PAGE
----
Chronic Obstructive Pulmonary Disease (COPD)

Living with COPD

Chronic Obstructive Pulmonary Disease (COPD) affects around 251 million people globally.1 It is a term that covers two types of chronic (long-term) diseases where the airways in the lungs become “obstructed” OR partly blocked.

 

COPD is a progressive disease, meaning it typically worsens over time. It cannot be cured, but it can be treated and managed so people with COPD can breathe better and live fuller lives.

COPD consists of two types of breathing diseases: (some people with COPD have both of these diseases)

  • Chronic bronchitis
  • Emphysema

 

Chronic bronchitis makes the airways inflamed, red and swollen. Airways cannot clear the mucus and the glands in the airways make extra mucus (phlegm), resulting in full or part blockage of some of the airways. This leads to shortness of breath, cough, and coughing up mucus

Emphysema is when the alveoli (air sacs) in the lungs are damaged. When your alveoli are damaged or destroyed, it becomes difficult for the lungs to exchange oxygen and carbon dioxide and less oxygen gets into your body. Your lungs do not fully empty and air is trapped.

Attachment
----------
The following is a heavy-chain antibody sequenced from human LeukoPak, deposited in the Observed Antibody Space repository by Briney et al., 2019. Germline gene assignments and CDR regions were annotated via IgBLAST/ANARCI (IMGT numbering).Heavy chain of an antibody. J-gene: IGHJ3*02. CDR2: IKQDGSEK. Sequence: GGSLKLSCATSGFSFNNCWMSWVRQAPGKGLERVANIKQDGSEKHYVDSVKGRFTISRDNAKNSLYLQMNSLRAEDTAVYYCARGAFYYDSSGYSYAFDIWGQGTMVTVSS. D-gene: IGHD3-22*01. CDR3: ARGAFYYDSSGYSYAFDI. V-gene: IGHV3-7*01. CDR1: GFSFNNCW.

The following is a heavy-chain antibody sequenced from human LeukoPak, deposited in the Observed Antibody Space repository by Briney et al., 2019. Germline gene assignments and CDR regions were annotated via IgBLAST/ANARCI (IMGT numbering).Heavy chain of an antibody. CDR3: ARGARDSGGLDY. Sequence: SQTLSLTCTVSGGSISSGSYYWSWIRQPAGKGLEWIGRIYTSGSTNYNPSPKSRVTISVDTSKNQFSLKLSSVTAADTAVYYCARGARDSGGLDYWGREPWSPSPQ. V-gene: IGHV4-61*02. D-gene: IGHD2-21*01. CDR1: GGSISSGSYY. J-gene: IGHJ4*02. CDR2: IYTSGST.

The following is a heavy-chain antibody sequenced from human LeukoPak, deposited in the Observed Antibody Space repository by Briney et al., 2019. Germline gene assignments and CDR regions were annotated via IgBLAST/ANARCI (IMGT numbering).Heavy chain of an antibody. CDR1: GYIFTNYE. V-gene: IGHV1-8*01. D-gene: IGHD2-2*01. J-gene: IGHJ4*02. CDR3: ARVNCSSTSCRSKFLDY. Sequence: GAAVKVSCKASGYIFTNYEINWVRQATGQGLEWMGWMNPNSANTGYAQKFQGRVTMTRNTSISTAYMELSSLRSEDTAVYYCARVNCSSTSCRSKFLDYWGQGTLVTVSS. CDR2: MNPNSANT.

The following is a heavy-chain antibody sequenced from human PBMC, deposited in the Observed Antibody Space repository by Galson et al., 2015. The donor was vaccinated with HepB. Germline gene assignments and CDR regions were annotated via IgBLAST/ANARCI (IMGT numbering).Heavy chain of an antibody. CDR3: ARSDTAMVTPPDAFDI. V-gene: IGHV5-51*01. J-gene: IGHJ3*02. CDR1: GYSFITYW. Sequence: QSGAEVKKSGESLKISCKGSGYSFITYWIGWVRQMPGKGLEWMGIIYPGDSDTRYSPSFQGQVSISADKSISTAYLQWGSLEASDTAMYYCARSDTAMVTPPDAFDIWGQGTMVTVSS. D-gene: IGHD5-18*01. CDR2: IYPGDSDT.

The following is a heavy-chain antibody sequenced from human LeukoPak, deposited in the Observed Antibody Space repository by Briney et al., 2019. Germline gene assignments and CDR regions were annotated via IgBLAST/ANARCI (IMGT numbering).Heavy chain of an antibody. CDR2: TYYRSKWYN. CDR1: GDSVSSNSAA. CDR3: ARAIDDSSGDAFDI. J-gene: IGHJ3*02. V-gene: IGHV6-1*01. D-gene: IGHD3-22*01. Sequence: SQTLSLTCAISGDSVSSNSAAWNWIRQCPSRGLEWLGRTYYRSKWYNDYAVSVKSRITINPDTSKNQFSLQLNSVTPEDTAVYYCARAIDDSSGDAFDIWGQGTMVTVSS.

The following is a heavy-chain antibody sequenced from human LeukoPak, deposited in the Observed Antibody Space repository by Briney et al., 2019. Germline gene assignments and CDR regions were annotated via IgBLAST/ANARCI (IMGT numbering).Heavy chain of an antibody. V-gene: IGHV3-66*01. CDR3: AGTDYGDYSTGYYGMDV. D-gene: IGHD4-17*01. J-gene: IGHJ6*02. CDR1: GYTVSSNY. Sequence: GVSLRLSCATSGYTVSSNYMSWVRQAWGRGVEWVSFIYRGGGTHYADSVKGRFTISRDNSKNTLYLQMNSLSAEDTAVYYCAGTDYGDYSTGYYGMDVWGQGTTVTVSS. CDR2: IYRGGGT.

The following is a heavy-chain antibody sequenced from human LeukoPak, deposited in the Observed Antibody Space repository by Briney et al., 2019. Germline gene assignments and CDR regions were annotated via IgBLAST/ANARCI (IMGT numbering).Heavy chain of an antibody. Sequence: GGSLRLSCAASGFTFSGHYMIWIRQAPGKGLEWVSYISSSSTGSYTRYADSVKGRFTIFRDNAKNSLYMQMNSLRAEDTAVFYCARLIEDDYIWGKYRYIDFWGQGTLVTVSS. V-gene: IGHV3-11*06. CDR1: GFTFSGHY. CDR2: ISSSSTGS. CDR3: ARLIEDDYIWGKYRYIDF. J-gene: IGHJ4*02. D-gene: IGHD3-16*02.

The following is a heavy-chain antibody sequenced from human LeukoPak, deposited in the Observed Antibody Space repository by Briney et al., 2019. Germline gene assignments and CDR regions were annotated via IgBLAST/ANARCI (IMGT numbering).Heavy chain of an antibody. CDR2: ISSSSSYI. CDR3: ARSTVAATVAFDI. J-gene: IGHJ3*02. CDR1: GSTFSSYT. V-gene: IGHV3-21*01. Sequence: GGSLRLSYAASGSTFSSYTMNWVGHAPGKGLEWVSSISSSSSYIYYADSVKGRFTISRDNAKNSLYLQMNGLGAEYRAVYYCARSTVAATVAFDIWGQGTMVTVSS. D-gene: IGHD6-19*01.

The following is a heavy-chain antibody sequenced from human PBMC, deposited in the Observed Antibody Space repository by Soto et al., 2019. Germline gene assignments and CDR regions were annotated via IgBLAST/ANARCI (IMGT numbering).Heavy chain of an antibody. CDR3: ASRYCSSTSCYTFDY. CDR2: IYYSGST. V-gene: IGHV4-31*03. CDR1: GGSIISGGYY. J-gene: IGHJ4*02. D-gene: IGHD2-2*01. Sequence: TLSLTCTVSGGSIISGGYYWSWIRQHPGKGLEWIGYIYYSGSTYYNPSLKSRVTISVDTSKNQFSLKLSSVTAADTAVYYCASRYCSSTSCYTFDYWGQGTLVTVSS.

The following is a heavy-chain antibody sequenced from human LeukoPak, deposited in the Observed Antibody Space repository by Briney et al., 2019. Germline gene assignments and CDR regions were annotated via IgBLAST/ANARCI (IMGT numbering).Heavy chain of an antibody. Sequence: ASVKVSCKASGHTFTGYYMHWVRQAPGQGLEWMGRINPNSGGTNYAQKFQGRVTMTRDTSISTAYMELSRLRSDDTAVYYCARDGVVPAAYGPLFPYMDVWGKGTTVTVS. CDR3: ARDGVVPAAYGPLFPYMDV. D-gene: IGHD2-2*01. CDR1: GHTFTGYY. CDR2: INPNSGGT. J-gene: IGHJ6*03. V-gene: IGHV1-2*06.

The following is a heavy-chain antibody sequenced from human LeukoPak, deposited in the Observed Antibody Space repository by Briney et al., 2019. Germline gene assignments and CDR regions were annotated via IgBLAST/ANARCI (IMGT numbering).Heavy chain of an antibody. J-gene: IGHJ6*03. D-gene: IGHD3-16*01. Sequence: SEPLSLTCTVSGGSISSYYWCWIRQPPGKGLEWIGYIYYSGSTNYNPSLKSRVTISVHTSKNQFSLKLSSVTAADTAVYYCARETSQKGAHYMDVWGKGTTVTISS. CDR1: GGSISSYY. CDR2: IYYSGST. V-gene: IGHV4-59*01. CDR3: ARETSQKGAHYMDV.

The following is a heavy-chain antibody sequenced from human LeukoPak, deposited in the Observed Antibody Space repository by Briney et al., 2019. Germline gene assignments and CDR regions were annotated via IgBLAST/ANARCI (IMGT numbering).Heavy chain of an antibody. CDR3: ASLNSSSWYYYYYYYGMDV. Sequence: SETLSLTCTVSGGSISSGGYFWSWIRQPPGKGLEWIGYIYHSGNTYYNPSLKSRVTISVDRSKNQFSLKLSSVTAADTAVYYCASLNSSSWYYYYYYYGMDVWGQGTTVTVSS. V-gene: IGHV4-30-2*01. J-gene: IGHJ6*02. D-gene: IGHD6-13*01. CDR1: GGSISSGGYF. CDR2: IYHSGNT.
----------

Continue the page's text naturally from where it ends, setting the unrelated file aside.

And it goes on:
References:
1. WHO COPD Key facts https://www.who.int/news-room/fact-sheets/detail/chronic-obstructive-pu…-(copd)
2. Neil Barnes et al; COPD and exacerbations: Patient insights. BMC Pulmonary Medicine 2013
3. Burudpakee et al; Pulm Ther 2017 DOI: 10.1007/s41030-017-0027-5
4. https://www.nationaljewish.org/conditions/copd-chronic-obstructive-pulm… disease/overview/lifestyle-management/bring-up-mucus